October 28, 2017, 1:45 AM

Reformation... A Little History

Martin Luther was a monk and university professor in Wittenberg, Germany when he composed his “95 Theses”. These theses protested the pope’s sale of indulgences. Although Luther had hoped to spur renewal from within the Catholic church, in 1521 he was summoned by the Church before the Diet of Worms and excommunicated.

Luther left Worms and was protected by Friedrich, of Saxony. It was at this time Luther translated the Bible into everyday / village German.

Luther also published statements such as: Empowering Biblical references like: “priesthood of all believers,” and that inspired the German peasant revolt of 1524. 

By the Reformation’s end, Lutheranism had become the state religion throughout much of Germany, Scandinavia and the Baltics.

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June 1, 2017, 2:50 PM

What the heck is Pentecost?

What is Pentecost Sunday? Well, in the Christian church, it is a celebration of the receiving of the Holy Spirit. Did you know that Jesus spoke about the promise of the Holy Spirit to His disciples (John 14:26)?

Jesus the Christ showed Himself to these men after His death on the cross and His resurrection, giving proof that He was indeed alive. And then He told them to wait in Jerusalem for the Father’s gift of the Holy Spirit, from whom they would receive power to be His witnesses to the ends of the earth (Acts 1:3-8).

It wasn’t until after Jesus’ ascension to Heaven, the men returned to Jerusalem and joined together in prayer in an upper room. Then it happened… on the Day of Pentecost, just as promised, the sound of a violent wind filled the house and tongues of fire came to rest on each of them and all were filled with the Holy Spirit. This was the beginning of the Christian church as we know it.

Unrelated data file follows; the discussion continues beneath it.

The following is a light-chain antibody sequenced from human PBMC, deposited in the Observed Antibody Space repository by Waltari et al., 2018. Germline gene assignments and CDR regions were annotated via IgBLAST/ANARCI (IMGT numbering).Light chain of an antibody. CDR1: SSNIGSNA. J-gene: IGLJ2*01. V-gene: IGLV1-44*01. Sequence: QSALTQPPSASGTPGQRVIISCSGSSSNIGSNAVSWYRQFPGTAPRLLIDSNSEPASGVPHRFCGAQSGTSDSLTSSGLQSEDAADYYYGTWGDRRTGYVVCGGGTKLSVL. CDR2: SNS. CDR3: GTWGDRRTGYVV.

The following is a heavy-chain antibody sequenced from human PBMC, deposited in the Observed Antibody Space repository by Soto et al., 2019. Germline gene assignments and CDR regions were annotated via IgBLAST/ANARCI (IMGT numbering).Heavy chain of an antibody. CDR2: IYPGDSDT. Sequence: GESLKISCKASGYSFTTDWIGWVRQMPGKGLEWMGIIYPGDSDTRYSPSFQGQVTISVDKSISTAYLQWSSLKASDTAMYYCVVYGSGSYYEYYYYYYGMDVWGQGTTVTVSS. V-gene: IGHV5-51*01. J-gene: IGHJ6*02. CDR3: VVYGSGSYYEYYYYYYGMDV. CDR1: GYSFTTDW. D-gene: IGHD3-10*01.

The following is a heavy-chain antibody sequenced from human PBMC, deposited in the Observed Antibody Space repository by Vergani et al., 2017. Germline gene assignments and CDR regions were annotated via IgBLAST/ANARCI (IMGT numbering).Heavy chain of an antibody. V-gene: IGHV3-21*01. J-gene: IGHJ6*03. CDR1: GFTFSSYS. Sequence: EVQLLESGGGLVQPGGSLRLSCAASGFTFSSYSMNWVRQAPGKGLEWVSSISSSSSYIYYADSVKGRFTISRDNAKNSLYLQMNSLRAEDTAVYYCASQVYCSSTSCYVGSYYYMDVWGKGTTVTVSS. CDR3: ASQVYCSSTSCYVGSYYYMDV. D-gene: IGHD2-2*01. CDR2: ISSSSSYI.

The celebration of Pentecost Sunday reminds us of the reality that we all have the unifying Spirit that was poured out upon the first-century church in Acts 2:1-4. It is a reminder that we are co-heirs with Jesus the Christ, to suffer with Him that we may also be glorified with Him; that the manifestation of the Holy Spirit is given for the common good (1 Corinthians 12:7); that we are all baptized by one Spirit into one body (1 Corinthians 12:13); and that the Spirit which raised Jesus from the dead lives inside believers (Romans 8:9-11).

Know this… the gift of the Holy Spirit that was promised and given to all believers on the first Pentecost is promised for you and your children and for all who are far off whom the Lord our God will call (Acts 2:39).

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April 22, 2017, 12:00 AM

May 14th is Mother's Day!

Mother’s Day is really more than just a day for cards, chocolate, breakfast in bed, and reservations at crowded restaurants. Mother’s Day is a celebration that finds solid support in Biblical principles and commands. You won’t see “Mother’s Day,” in the Bible but you will see text about honoring mothers, revering them, and giving them generous love and recognition for the role they play in our lives.